We are friendly and efficient, we arrive at approximately the same time every day, fitting it into their schedule, they save on their waste costs, they know that what they give us is appreciated- and we always drop off some kind of treat after a slaughter; slabs of bacon for the lady doing the prep for $8 an hour, a dozen eggs for the kid at the bakery who has to show up at 4am, a dozen foil wrapped pork tacos for the waiters at the resort at the end of the breakfast shift.

In short we serve a multitude of purposes that improves virtually every aspect of our business models. Our pork- and for those of you who have sampled it know- is exceptionally delicious rather than bland and uniform. The hams we cure for six months to a year in order to make a prosciutto are uniquely flavored and filled with a depth you cannot find outside of a $900 imported Parma. The bacon we smoke on the farm is always sweet and multicolored, layers of ruby red meat interlaced with ribbons of glistening orange fat.

The sausages, both the fresh links and the aged soppresattas are richly flavored and unctuous, every bite. The owners and operators of these businesses know that they are doing something for the environment by keeping tons and tons of wastes from going into a landfill, as well as helping to keep their own operations more hygienic and uncluttered for no cost and they understand that they are helping to keep a family farm alive when all across the country they are failing at a rate unseen in any other industry or profession.

Our animals benefit from a varied diet and they relish the variety and abundance of these feedings in a way that no commercially available product could ever satisfy them. They produce larger and healthier litters, they wean earlier and with greater success, and they live longer lives and in the end provide us with a far superior pork, poultry and egg production than any commercial operation could hope to deliver. The amount of carbon we sequester, both by the production of manure and the waste we remove from the landfill system is incalculable, but it clearly beats the current model of sequestering manure in fetid lagoons that run the risk of contaminating water tables in dry weather and fouling watersheds in the event of flooding. We simply return our to rich, healthy soils.

I am sure that to the average American consumer I am somewhere above the homeless beggar and just below the landscaper both economically and in appearance. Our truck is neither new, nor is our daily uniform of Carhart style work pants, farm T-shirt and hiking boots striking in appearance, but we are happy in our chores and proud of what we do. I treasure the relationships we’ve built with the people in these related businesses and the friendships that have come from our efforts as well as opportunity to improve our local environment and everything that depends upon it.

I can see the rewards every time we sit down to a meal together, taste it in every both of food, not only the meat and eggs, but the fruits and vegetables that grow in the living soils we’ve produced since we started farming this way. I am nothing like the neo-Puritans who scold everyone on what they should and should not be eating and tell us what is good for the environment and what is bad without ever having once produced so much as a single calorie of their Ivory Tower diet. We practice what we preach, but we try not to preach, but rather demonstrate through our daily actions what is really required if you champion the environment and claim to want to improve the conditions of life on Earth.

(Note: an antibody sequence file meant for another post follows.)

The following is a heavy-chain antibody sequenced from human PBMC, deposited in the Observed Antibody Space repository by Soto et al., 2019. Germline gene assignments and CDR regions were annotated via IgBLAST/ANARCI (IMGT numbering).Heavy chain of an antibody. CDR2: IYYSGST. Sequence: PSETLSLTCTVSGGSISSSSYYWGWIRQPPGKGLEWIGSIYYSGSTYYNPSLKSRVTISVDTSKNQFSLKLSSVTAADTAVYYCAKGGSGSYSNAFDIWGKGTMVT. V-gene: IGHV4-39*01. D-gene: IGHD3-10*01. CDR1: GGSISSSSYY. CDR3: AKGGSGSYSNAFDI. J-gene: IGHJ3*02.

It seems clear to me where we are headed if we continue to allow ourselves to be manipulated and hectored into adopting diets based on lab produced meat substitutes or vegan diets that slowly eat away at the human body for want of balance and nutrition. I remember an America where obesity was so rare that you had to pay money to see a fat lady in a sideshow and where children were never fat, but glowed with health and an abundance of youthful energy. My own children have benefited from our choice to radically alter our lifestyle ten years ago and I can see it in my own body and my wife’s. I know what soil is and how crucial, if not essential manures are in the structure of tilth and a balanced environment that depends on death and decomposition as much as it does on life and regeneration.

We live in a very dangerous phase of human history, where everything that has ever been done successfully over millennia has been disparaged and ridiculed in order to placate the vociferous demands of the ignorant and uninformed simply because they make the most noise and enjoy the compliant reinforcement of a narrative built around power and wealth and the stripping away of freedoms Americans have enjoyed for centuries. I understand that not everyone is up for life as a sustenance farmer or homesteader, but all of us can make better choices, not only about what we eat and where our hard earned consumer dollars go when we must spend them on feeding ourselves and our families.

We can support those small producers that make the effort every day to improve the Earth rather than to strip mine it for every dollar that can be pulled out of it regardless of the long term costs and consequences. We can start to think about all the ways we create the kinds of waste that cannot be mitigated or buried in the ground when it could instead be returned to the environment beneficially, productively.

I encourage anyone who thinks that such a move is beyond their scope or capacity by reminding them that we knew nothing about how to produce our food beyond growing a tomato plant of picking some apples in the fall and rather than studying or dreaming, we simply did it and allowed Nature to show us how to do it better. We are in many ways hardwired to produce, to live in tune with the world we inhabit, to relate to animals in a way we could only dream of and to make those relationships beneficial to ourselves as well as the flocks and herds that live under our care and husbandry.

I encourage all of you, in the words of Helen Nearing, to do what you can, where you are, and to be kind.